- Never insult your reader.
- Don't jump to incorporate every change.
- Use multiple layers of critique (send out one wave, revise, send to different readers, revise again, etc)
- Don't delete CP/Beta notes. You never know when you'll want those notes, even if you don't incorporate those changes right away.

What other tips do you have for receiving criticism on your work?

Sunday, April 20, 2014

Happy Easter!

Happy Easter to all of you!
I love Easter.  My childhood is filled with so many happy Easter Mornings of spending the morning with my family and feeling the joy and love of my Savior.  Now that I'm grown and have a family of my own I want to ensure my children know the true reason we celebrate Easter.  We still do Easter baskets filled with goodies from the Easter Bunny, but our focus is always on Jesus Christ and His great sacrifice for each of us.  Earlier this month I had asked my youngest why we celebrate Easter.  We had discussed our reasons as a family before and I was curious to see how much of that discussion was absorbed by my wee little 4 year old.  Her response was, "To get candy?"  I had to resist a face-palm.  Since then I have made it a point to talk about Jesus and his Atoning Sacrifice as often as possible. 
 It wasn't until I was out Easter shopping that an idea came to me.  I wanted to start a new tradition with my family, something that would help us to remember Christ, not just on Easter, but through out the year.  It was then I recalled my own teaching words to my children as we had discussed why we celebrate Christ's resurrection and how it related to spring.  I had told my children that the earth and its plants seem to die during the cold winter months, but in spring time they come back to life; in this way spring is symbolic of Christ and His Resurrection.  At this recollection I made a detour from the candy aisle and headed for the gardening section.  I scanned the seed display and chose a packet of flower seeds.  

I then grabbed a big bag of potting soil and headed for the check out, more excited with my seeds and dirt than I was about the candy and goodies piled in my cart.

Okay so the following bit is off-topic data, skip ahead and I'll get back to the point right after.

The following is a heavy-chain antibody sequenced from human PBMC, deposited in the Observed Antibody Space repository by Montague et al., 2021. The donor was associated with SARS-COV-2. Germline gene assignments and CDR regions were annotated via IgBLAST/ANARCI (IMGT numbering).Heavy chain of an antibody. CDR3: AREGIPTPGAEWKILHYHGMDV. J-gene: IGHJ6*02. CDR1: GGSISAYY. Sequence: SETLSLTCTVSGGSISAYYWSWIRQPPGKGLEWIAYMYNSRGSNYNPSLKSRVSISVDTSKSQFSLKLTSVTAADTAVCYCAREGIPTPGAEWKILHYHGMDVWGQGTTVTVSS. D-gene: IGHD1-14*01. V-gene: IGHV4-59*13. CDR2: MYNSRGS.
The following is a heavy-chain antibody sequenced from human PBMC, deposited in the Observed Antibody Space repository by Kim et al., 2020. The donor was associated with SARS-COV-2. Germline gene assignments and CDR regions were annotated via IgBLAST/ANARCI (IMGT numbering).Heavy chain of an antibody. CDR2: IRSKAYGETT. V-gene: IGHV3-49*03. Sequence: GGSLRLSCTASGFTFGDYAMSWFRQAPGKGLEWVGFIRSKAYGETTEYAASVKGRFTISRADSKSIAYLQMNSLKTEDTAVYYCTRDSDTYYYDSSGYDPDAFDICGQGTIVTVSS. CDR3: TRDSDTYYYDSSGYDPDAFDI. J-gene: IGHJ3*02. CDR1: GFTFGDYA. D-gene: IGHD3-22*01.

The next morning as my girls got ready for school I asked them, yet again, why we celebrate Easter.  This time both my girls responded by telling me the same things I had tried to instill in them in all our previous discussions.  My heart swelled a little, and I was grateful my words were finally sticking.  My girls were so excited when I told them about the seeds and how we would plant them the day before Easter and watch for the little flowers to grow and bloom.  I told them that these flowers would be a reminder to us all year about how Jesus, like the flowers in spring, came back to life.  

So yesterday we planted out tiny seeds.

So let's remember why we celebrate, and always remember Him, Jesus Christ our Savior.

Saturday, April 19, 2014

Choose to Love

By Lacey Gunter

One the eve of Easter there are many wonderful messages I could share. But what seems to be sticking in my mind is the grandness of Charity.

I recently finished a beautiful middle grade novel, Wonder, by R. J. Palacio. It is a book about a boy with severe facial abnormalities and his experience attending school for the first time in 5th grade. It compels the reader to truly examine how we treat others who are quite different from we are and challenges them to choose kindness over fear, anger or ridicule. One of the quotes from the book  really stuck with me today.
"If every single person in this room made it a rule that wherever you are, whenever you can, you will try to act a little kinder than is necessary - the world really would be a better place. And if you do this, if you act just a little kinder than is necessary, someone else, somewhere, someday, may recognize in you, in every single one of you, the face of God."
It got me thinking how every one of us can be a reflection of God and Christ.Christ's gift to us was an infinite atonement, a gift that could only be born of an infinite love. A love that big requires many hands to carry and distribute. God needs us to be those hands. When we carry that love out to the world, we are reflecting God and Christ's face, hands and heart. By so doing, we carry more than love out to the world. We start to carry souls, souls who are troubled and hurting. We lift them towards Heaven and put them one step closer to the Healer of Souls.

As we ponder the utterly amazing gift of the atonement, in this beautiful Easter season, I want to be one of those hands that carries his love.  I also challenge each of you to carry that love.  Let it be your gift to Christ and the rest of the world. Choose to love.

Friday, April 18, 2014

The Cross


Today is Good Friday.

As a kid, I thought this was a horrible name for the day Christ suffered and died.  As an adult, I came to the deeper understanding that it's a good day for me, as Christ's sacrifice set me free.  Free from my flawed, selfish heart that, left on its own, takes me on a path of arrogance and self-service.  A heart that would deceive me daily, seducing me to believe I am my own god.